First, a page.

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    Author(s): Jack W. McFarland; Roger W. Ruess; Knut Kielland; Kurt Pregitzer; Ronald Hendrick
    Date: 2010
    Source: Biogeochemistry. 99: 175-191
    Publication Series: Scientific Journal (JRNL)
    Station: Pacific Northwest Research Station
    PDF: View PDF  (2.88 MB)


    Free amino acids (FAA) constitute a significant fraction of dissolved organic nitrogen (N) in forest soils and play an important role in the N cycle of these ecosystems. However, comparatively little attention has been given to their role as labile carbon (C) substrates that might influence the metabolic status of resident microbial populations. We hypothesized that the residence time of simple C substrates, such as FAA, are mechanistically linked to the turnover of endogenous soil C pools. We tested this hypothesis across a latitudinal gradient of forested ecosystems that differ sharply with regard to climate, overstory taxon, and edaphic properties. Using a combined laboratory and field approach, we compared the turnover of isotopically labeled glycine in situ to the turnover of mineralizable soil C (Cmin) at each site. The turnover of glycine was rapid (residence times <2 h) regardless of soil type. However, across all ecosystems glycine turnover rates were strongly correlated with indices of soil organic matter quality. For example, C:N ratios for the upper soil horizons explained ~ 80% of the variability observed in glycine turnover, and there was a strong positive correlation between in situ glycine-C turnover and Cmin measured in the laboratory. The turnover of glycine in situ was better explained by changes in soil C availability than cross-ecosystem variation in soil temperature or concentrations of dissolved inorganic N and FAA-N. This suggests the consumption of these low-molecular-weight substrates by soil microorganisms may be governed as much by the overall decomposability of soil C as by N limitation to microbial growth.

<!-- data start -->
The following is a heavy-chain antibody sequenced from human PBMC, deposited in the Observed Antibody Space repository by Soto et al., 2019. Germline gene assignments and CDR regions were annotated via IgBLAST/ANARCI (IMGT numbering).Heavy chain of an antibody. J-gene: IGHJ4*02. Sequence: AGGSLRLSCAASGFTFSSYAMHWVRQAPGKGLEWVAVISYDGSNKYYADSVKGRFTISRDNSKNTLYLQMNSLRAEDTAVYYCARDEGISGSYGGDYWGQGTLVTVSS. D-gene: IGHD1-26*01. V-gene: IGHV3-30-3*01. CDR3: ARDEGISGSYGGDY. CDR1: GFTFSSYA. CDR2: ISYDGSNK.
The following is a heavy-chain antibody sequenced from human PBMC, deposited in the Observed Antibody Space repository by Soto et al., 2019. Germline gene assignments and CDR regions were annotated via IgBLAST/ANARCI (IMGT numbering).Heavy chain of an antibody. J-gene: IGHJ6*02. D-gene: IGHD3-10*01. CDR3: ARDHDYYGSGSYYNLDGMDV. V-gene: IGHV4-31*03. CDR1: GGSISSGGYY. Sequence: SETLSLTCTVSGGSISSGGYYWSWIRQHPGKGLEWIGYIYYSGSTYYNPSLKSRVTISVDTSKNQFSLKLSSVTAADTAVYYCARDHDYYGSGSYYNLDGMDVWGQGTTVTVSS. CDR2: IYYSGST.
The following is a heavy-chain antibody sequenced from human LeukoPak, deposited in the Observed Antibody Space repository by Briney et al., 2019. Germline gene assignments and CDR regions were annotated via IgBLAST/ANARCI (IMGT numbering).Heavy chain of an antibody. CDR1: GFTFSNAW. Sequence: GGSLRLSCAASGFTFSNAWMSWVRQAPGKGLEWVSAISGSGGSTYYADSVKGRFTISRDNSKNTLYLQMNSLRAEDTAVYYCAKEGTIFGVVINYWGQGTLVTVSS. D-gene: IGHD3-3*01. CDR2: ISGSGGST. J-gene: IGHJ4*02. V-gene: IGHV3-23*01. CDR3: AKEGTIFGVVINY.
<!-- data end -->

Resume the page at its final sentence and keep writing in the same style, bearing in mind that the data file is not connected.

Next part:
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    McFarland, Jack W.; Ruess, Roger W.; Kielland, Knut; Pregitzer, Kurt; Hendrick, Ronald. 2010. Glycine mineralization in situ closely correlates with soil carbon availability across six North American forest ecosystems. Biogeochemistry. 99: 175-191.


    soil free amino acid, glycine, 13C, soil C and N, mineralizable C, forest soils

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